December 2021

IZA DP No. 14949: The Effect of Alimony Reform on Married Women's Labor Supply: Evidence from the American Time Use Survey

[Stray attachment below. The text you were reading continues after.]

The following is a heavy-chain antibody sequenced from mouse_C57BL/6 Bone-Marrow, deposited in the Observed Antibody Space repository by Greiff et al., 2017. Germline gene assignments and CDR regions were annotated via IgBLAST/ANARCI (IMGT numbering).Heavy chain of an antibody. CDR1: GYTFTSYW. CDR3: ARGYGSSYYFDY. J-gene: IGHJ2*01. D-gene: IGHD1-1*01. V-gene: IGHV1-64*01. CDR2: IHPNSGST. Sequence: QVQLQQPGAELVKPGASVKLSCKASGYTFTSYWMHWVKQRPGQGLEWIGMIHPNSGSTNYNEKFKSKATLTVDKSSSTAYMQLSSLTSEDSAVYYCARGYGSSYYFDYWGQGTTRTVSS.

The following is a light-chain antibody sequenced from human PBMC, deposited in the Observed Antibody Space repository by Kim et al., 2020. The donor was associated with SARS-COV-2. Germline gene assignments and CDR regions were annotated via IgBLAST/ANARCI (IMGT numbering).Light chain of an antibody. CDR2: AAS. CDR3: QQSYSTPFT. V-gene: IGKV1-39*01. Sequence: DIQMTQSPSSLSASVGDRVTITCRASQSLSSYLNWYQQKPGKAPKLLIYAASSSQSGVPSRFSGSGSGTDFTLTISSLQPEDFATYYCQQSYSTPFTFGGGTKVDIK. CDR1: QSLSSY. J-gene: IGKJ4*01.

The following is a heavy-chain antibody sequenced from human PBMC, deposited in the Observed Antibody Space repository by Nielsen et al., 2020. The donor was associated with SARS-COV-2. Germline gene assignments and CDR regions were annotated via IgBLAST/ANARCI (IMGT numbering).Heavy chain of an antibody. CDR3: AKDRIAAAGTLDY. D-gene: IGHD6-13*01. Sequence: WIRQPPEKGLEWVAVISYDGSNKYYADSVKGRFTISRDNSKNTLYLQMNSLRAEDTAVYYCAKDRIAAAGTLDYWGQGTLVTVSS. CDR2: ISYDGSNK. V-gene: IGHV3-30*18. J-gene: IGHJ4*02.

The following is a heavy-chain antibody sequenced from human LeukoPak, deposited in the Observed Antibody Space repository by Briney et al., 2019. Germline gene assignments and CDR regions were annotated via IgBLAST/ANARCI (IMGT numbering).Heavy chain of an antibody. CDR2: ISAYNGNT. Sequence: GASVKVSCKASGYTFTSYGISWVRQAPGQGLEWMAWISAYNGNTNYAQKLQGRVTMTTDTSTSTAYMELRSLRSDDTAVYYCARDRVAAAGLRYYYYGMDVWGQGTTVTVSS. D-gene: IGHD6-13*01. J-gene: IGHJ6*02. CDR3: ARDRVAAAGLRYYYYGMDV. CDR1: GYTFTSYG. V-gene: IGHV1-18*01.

Reforms that reduce alimony can affect married couples in two different ways. First, reduced alimony lowers the bargaining power of the payee, usually the wife. Second, reduced alimony lowers the incentives of wives to engage in the traditional male breadwinner model of household specialization. Using the American Time Use Survey and exploiting a series of recent reforms in several US states that reduced the entitlements of eligible spouses, we find that wives surprised by the reforms reacted by moving away from the traditional male breadwinner model of household specialization. We also find that highly educated women substituted work for time devoted to housework and childcare, while less educated wives substituted work for leisure and personal time. We find no effects for men. The fact that the reforms reduced fertility only among women with higher education suggests that the difference between them and less educated wives in the response to reduced alimony is due, at least in part, to differences in their preferences and costs for children. The estimated effects are larger among couples with a large difference in the earnings potential of spouses and are robust to several sensitivity tests.